New England

Discounted Lift Tickets at Ski Resorts

Skiing or riding can be an expensive hobby, but there are ways to get discounted lift tickets, especially if you follow my one proven tip on how to be a savvy bargain-hunter skier or rider. (If at any time during this blog […]

By Heather Atwell

Feb 14 2011

Skiing or riding can be an expensive hobby, but there are ways to get discounted lift tickets, especially if you follow my one proven tip on how to be a savvy bargain-hunter skier or rider. (If at any time during this blog post, you ask yourself, “Does this person realize she sounds like a cheesy infomercial,” the answer is, “Yes, very much.”)

The Tip: Don’t Buy Your Lift Ticket at the Resort (Plus Some Foreshadowing about the One Exception to This Rule)

The first and only tip to save money is: Don’t buy your lift ticket at the ticket booth. There is one exception to my one very important rule, but you’ll need to keep reading. (Have I hooked you? I’ve never gone to cheesy infomercial school, so I am not sure if this is the correct tactic to get you to keep reading, but let’s hope.)

When you purchase your ticket from the ticket booth at a ski resort, it’s like paying full retail. Now, if you like to pay full price for something that you could buy discounted from another store, then please buy directly from the ticket booth. In fact, while you are at it (since you sound like a really nice person), buy a ticket for the guy in line behind you, too. Some people don’t like even the slightest hassle. But, if you research deals and purchase tickets before you head to the mountain, chances are, you will save some cash. And it’s quite simple.

My favorite go-to site to search for lift ticket deals is It’s easy to navigate and the process is simple. The last time I used it, I bought my lift ticket online and printed a voucher page which I then showed at the resort ticket booth window. I saved about $20 off of the price of a full-day lift ticket.

Resort Web Sites and Resort Facebook Pages

Visiting your favorite resort web site can also save you some hard-earned greenbacks. I’ve found that most resorts list their special deals on the drop down menu button that says “tickets.” Nowadays, you can sign up for special deal e-newsletters, so look for that option also. Some resorts offer deals to their Facebook fans, too.

The Exception to the Rule Revealed, Plus Some Pertinent Examples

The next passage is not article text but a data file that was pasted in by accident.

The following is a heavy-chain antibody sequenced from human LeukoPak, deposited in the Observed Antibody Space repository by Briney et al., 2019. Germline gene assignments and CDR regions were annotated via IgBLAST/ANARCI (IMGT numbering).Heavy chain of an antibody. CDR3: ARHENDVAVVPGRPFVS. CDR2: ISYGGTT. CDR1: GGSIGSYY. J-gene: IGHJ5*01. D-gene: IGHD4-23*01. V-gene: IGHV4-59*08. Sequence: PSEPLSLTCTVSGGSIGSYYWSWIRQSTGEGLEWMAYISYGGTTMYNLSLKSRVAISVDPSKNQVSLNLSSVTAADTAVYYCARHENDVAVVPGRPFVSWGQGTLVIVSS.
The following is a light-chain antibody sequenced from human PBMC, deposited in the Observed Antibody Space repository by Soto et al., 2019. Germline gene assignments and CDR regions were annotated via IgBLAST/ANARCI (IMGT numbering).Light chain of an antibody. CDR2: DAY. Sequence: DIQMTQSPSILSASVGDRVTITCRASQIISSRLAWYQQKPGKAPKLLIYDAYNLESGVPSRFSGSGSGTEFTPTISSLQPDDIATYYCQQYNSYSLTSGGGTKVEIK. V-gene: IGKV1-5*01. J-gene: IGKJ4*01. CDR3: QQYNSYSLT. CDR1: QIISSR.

The exception to my fantastic rule (just guessing that cheesy infomercial school would tell me to use an adjective to describe my rule) is if you’ve done your research ahead of time and you are going to the mountain on a special discount day. Here are some examples:

On non-holiday Tuesdays and Thursdays, Burke Mountain in Vermont offers a discounted rate of $25 for a full day ticket to guests 55 years and older. I am not 55, so this is not a great offer for me, but it gives me a chance to remind you to read the fine print with these discounts. Sometimes there are restrictions for these specials, like an age requirement. I’ll remind you again later, since this advice is important.

Okemo Mountain Resort in Ludlow, Vermont, is offering a special deal on April Fools’ Day. If you donate three non-perishable food items on April 1, 2011, your lift ticket costs $10. Donations collected will be distributed to Black River Good Neighbors’ food bank in Ludlow.

Head to Stowe Mountain Resort in Vermont on St. Patrick’s Day, March 17, 2011, and pay $39 to for a one-day lift ticket.

Or check out Ski NH’s deal page where every resort in New Hampshire lists their best day ticket discounts:

Oh, but you wanted to ski in Vermont? That’s okay, here is the place to go for Vermont deals:

And, Maine:

But, don’t just take my word for it, start searching for yourself.

Other Things to Note

If you are planning a multi-day trip to the mountain, you can also save by doing your homework. Many resorts offer package deals that include lodging and lifts tickets, or ski lessons and lift tickets.

Resorts tend to offer loyalty programs where you can get discounted tickets if you buy a certain amount. This is a great option if you know you will visit one resort multiple times, but you still aren’t ready to commit to a full-season pass.

To be a savvy bargain-hunter skier or rider, you will need to read the fine print. (Does this sound slightly familiar from earlier in this blog?) Often, there are some exclusions to discounted offers. For instance, during peak holiday periods, deals will be difficult to find. But, keep searching and you can save some cash.

And remember this whenever you doubt that the price of admission might be too high for what you are getting in return for a day on the slopes: You are never going to pay a scalper $900 for a ticket, then sit on your butt for the next four hours watching a live football game, eating expensive hot dogs and drinking over-priced beers at a ski resort. In the worst case scenario, you will disregard my one valuable, brilliant tip and buy a lift ticket from the ticket booth for $90, and then be too cold and lazy that you end up sitting inside at the bar eating expensive hot dogs and drinking over-priced beer watching a televised football game. My point is that no matter what you pay to go skiing or riding, discounted or not, there is a lot that you will get back in return: fresh air, activity and the great outdoors.